Tips for Having a Great BJJ Private

Preamble: I recently talked about BJJ private classes gone bad. This tip is about how to make sure that that doesn’t happen.

Training in a group setting under the watchful eye of your main instructor is a good thing. Hopefully he cares about your development as a grappler, knows where you’ve been and is helping you progress. (And if that’s not the case then you should find a new school. Seriously).

However if your game has gotten stale, then a private class might be just what you need to break you out of your rut. Of course you can take a private with your main instructor. But sometimes taking a private from a different instructor can give you new insights. In extreme cases, it can even lead to having a major breakthrough for a technique, strategy or training method.

For the sake of this article, let’s assume you’re thinking about training with someone new. Maybe a famous BJJ competitor is coming through town on a seminar tour. Maybe you’re traveling and discover that you’re in the same city as a well-known instructor. Either way, before you plunk down your hard-earned cash you want to do a few things…

FIRST, TRY TO GATHER SOME INFORMATION!

If you don’t already know the instructor, you want to do a bit of a background check first. You can ask your training partners if they’ve heard anything him, or you can post a question (“What Are Instructor X’s Privates Like”) on one of the big forums like MMA.tv or Sherdog. Just take the responses with a grain of salt, as some of the posters may have an axe to grind, whereas others may want to pump up their own (bad) instructor.

Keep in mind that you can get a pretty good sense of someone’s teaching style from watching their instructional DVDs or Youtube clips (if they have them). The important thing is that his teaching style matches your learning style.

Here are some things you might want to find out before you reserve your slot.

  • Is there a specific format to his private classes? For example, is he open to questions?
  • Will he spar with you (or is that ALL he ever wants to do)?
  • If you’re from another school or team, is this going to be a problem?
  • How much will it cost? Do you also need to sign up for his organization? Is it extra if you bring someone else to be your training partner?
  • Can you film the session? Most people will say no, because they don’t want their material to end up on Youtube in an uncontrolled manner. Some instructors take it so far that they won’t even allow you to take notes, which would be a deal-breaker for me.

THEN HAVE A PLAN

Have an idea of what you want to learn. What do you want to walk away with after the session?

My suggestion is to focus on a specific technique or area of your game. Let’s take something as ‘simple’ as the armbar from the guard. If you’re working with someone who really understands that technique you can easily spend an hour on it and not yet have covered all the principles, entries, counters and recounters.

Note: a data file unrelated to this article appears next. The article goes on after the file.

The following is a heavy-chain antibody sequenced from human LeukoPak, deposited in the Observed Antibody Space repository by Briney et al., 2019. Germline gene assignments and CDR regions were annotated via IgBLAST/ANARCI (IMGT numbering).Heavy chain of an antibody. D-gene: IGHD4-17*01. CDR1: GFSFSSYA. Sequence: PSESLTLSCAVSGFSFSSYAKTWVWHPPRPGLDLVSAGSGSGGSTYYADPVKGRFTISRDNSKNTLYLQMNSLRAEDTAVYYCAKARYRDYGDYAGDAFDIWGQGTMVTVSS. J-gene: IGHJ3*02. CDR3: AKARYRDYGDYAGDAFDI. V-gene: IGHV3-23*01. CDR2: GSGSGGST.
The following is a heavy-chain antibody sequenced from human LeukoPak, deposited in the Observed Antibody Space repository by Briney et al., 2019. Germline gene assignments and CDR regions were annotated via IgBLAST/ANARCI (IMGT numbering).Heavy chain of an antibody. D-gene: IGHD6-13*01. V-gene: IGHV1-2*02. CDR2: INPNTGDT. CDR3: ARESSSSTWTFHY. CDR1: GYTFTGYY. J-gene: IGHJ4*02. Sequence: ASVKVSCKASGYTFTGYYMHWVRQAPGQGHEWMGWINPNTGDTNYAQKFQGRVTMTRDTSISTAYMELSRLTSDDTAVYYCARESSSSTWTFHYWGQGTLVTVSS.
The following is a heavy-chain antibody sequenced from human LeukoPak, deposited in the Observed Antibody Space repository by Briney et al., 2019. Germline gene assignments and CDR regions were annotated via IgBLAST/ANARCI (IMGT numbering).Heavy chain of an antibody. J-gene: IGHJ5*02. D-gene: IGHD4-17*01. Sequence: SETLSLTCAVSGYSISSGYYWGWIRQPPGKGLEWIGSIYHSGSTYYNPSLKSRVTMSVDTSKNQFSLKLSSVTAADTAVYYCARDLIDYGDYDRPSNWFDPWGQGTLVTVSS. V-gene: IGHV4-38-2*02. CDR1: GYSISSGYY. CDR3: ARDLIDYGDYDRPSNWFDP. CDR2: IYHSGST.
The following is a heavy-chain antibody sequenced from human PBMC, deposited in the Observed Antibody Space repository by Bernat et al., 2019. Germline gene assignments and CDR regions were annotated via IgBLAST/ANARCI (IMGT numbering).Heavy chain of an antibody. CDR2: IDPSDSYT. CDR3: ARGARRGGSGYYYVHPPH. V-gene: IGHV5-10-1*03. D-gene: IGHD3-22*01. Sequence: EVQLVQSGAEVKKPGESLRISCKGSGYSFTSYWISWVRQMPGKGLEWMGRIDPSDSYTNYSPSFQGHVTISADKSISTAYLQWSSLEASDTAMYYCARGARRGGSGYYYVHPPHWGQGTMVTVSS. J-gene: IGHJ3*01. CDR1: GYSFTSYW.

Another approach I’ve used is to have a list of questions on different topics. I did this for my first private with Erik Paulson many years ago – I wanted his opinion on different leglocks, the application details of the rear naked choke, setting up shoots, etc. It made for a bit of a scattered session, but I came away with answers to a lot of questions that had been vexing me for a while. For this approach I like to write my list of questions down, just so I don’t forget.

Don’t be afraid to be specific. Asking “what can I do from butterfly guard when my opponent is keeping his elbows back” is a hundred times better than just going in there and just saying “show me some stuff because I need to work on everything.”

WHAT TO COVER (AND WHAT NOT TO COVER)

Now I’ll talk about something that’s obvious in retrospect, but easy to screw up on.

Is this teacher known for certain techniques and positions? Is he an open guard wizard, for example? Does he have a killer clinch game? Can he hit leglocks from every known position? This is important to know, because you want to learn from the instructor’s strengths, and not force him to teach from his weaknesses. (And yes, everyone has weaknesses).

Once I made a hash out of a private with a very good instructor by breaking this rule. At the time I was mostly working on my bottom game, so I had lots of questions for ‘Instructor X’ about the half guard, the half butterfly and the deep half guard (he was famous, so I figured he had to know the answers, right?).

Well ‘Instructor X’ showed me a lot of half guard stuff. The problem was that most of that material didn’t ‘click’ for me in sparring later. It took a few months, but I eventually figured the problem – he was a top player and didn’t like the half guard! He didn’t want to disappoint me in the private and tried his best, but his answers lacked the depth, sophistication and perspective he would have been able to offer had he been teaching one of his strengths.

If we had stuck to passing the half guard I would have come away with tons of good stuff, I’m sure.

Finally, also try to figure out how YOU learn best. Do you need new techniques broken down verbally? Does a Q-and-A format work for you or do you just like to have material presented to you? How much repetition do you need to remember a new technique? Do you learn fastest if you physically feel someone doing it to you? Do you have to try something in sparring before you ‘get it?”

You’re paying the guy for his time and knowledge, but some of the responsibility comes back to you to make the most of your session.

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